The Russian military escalation in Syria is the most recent example of Putin’s pressure against Turkey. Russia increased the tempo and range of its airstrikes against Turkish and Turkish-backed positions in southern Idlib Governorate and Turkish-controlled northern Syria in September and October.[7] Both Turkey and the Syrian regime sent troop and equipment reinforcements to Idlib frontlines along the M4 highway on September 26-27.[8] More recently, Russia conducted retaliatory airstrikes after Turkish forces targeted YPG-dominated Syrian Democratic Forces (SDF) positions near Marea, Aleppo Governorate on October 7.[9]   Further YPG attacks on October 11-12 led Erdogan to threaten a Turkish military campaign against the SDF in northern Syria on October 11, roughly two years after the last Turkish incursion.[10] Russia’s position—including tolerance or support to the SDF—toward these escalations may erode Erdogan’s willingness to pursue such a military campaign.

Russian airstrikes in Idlib do not necessarily mean a pro-regime offensive in Idlib is imminent, but escalations across northern Syria could push Turkey to adjust its strategy. Erdogan’s meeting with Putin failed to decrease the tempo of airstrikes in Idlib beyond a six-day pause.[11] Russia and the Syrian regime likely used the airstrikes to gauge Turkey’s response to an eventual limited Idlib campaign rather than as the preamble to an imminent, full-scale offensive in Idlib. Alternatively, Russia and the regime may combine the threat of an upcoming Idlib offensive and the ongoing escalations near Tal Rifat to ensure Turkey maintains its cooperation with Russian priorities in Syria. Key Russian demands from Turkey may include territorial concessions near the M4 highway in Idlib, requiring Turkey to curb its public support to Ukraine, or requiring Turkey to purchase and maintain Russian S-400 surface-to-air missiles in Turkey that would further derail US-Turkey relations.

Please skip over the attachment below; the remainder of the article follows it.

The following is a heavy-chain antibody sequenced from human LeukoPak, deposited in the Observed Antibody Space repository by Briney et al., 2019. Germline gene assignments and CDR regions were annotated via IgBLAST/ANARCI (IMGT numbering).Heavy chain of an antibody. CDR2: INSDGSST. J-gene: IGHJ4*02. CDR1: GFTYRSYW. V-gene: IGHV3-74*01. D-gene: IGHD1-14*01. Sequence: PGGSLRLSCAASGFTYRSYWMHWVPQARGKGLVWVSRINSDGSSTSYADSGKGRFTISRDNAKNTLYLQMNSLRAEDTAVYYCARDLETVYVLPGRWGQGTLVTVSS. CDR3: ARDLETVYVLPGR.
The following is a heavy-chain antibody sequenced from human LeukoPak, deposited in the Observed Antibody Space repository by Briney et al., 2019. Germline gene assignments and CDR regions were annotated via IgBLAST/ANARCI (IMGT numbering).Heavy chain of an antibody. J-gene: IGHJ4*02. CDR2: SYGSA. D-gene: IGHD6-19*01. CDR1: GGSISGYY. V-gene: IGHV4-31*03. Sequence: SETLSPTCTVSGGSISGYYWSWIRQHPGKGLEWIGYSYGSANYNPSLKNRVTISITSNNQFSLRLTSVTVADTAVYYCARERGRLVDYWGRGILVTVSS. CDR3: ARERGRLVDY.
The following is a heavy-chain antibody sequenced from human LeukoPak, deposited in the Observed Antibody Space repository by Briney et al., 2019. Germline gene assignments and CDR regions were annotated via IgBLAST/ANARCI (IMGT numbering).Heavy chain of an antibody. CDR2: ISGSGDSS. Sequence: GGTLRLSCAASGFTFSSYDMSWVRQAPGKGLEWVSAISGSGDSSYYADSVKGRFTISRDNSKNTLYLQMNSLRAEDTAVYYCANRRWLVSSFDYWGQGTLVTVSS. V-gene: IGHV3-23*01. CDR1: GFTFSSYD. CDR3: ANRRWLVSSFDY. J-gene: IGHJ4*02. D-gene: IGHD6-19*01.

Turkey now also faces a growing number of Syrian Kurdish mortar attacks and shelling in northern Syria and Turkey. In the short term, Ankara’s priority is to deter further Syrian Kurdish attacks through threats or military escalation. Turkish Foreign Minister Mevlut Cavusoglu blamed both Russia and the United States for not limiting the YPG’s influence near the Turkish-Syrian border.[12] Following Cavusoglu’s cue, Turkish officials will likely seek to engage their Russian and US counterparts on the subject. Recent statements by Erdogan and Cavusoglu that echo the Turkish rhetoric surrounding the 2019 incursion into Syria indicate that Ankara is willing to pursue the military campaign option if it assesses it as “necessary.” Likely Turkish priorities include targeting the Tal Rifat pocket or expanding the Turkish-controlled strip from Ayn Issa to Tal Tamr.